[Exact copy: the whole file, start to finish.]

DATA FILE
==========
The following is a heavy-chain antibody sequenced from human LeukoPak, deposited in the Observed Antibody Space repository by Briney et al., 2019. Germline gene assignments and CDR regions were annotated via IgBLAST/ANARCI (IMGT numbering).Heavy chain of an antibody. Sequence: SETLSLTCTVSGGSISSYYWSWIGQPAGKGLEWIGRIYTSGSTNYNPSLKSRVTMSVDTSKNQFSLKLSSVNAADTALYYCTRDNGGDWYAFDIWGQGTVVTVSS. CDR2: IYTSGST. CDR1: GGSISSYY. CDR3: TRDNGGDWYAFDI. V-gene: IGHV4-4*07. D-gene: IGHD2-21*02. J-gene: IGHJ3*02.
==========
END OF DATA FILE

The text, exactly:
The following is a heavy-chain antibody sequenced from human LeukoPak, deposited in the Observed Antibody Space repository by Briney et al., 2019. Germline gene assignments and CDR regions were annotated via IgBLAST/ANARCI (IMGT numbering).Heavy chain of an antibody. Sequence: SETLSLTCTVSGGSISSYYWSWIGQPAGKGLEWIGRIYTSGSTNYNPSLKSRVTMSVDTSKNQFSLKLSSVNAADTALYYCTRDNGGDWYAFDIWGQGTVVTVSS. CDR2: IYTSGST. CDR1: GGSISSYY. CDR3: TRDNGGDWYAFDI. V-gene: IGHV4-4*07. D-gene: IGHD2-21*02. J-gene: IGHJ3*02.